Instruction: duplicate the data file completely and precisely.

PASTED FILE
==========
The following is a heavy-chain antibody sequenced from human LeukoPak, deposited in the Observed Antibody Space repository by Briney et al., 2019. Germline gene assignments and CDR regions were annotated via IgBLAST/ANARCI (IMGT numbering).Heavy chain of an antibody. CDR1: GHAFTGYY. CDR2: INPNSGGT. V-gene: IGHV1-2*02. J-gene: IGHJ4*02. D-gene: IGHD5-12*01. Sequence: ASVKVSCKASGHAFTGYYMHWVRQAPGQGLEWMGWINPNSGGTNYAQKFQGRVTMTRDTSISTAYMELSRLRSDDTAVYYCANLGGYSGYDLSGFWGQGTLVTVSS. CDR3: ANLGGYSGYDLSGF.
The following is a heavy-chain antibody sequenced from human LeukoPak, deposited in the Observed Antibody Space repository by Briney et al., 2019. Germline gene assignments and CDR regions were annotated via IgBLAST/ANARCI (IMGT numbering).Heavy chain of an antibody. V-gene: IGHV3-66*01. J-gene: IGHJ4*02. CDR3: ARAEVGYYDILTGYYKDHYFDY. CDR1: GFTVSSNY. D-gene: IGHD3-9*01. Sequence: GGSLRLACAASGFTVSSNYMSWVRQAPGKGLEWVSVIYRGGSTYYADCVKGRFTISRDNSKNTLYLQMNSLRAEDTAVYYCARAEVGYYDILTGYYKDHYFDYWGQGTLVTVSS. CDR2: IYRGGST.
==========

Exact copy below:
The following is a heavy-chain antibody sequenced from human LeukoPak, deposited in the Observed Antibody Space repository by Briney et al., 2019. Germline gene assignments and CDR regions were annotated via IgBLAST/ANARCI (IMGT numbering).Heavy chain of an antibody. CDR1: GHAFTGYY. CDR2: INPNSGGT. V-gene: IGHV1-2*02. J-gene: IGHJ4*02. D-gene: IGHD5-12*01. Sequence: ASVKVSCKASGHAFTGYYMHWVRQAPGQGLEWMGWINPNSGGTNYAQKFQGRVTMTRDTSISTAYMELSRLRSDDTAVYYCANLGGYSGYDLSGFWGQGTLVTVSS. CDR3: ANLGGYSGYDLSGF.
The following is a heavy-chain antibody sequenced from human LeukoPak, deposited in the Observed Antibody Space repository by Briney et al., 2019. Germline gene assignments and CDR regions were annotated via IgBLAST/ANARCI (IMGT numbering).Heavy chain of an antibody. V-gene: IGHV3-66*01. J-gene: IGHJ4*02. CDR3: ARAEVGYYDILTGYYKDHYFDY. CDR1: GFTVSSNY. D-gene: IGHD3-9*01. Sequence: GGSLRLACAASGFTVSSNYMSWVRQAPGKGLEWVSVIYRGGSTYYADCVKGRFTISRDNSKNTLYLQMNSLRAEDTAVYYCARAEVGYYDILTGYYKDHYFDYWGQGTLVTVSS. CDR2: IYRGGST.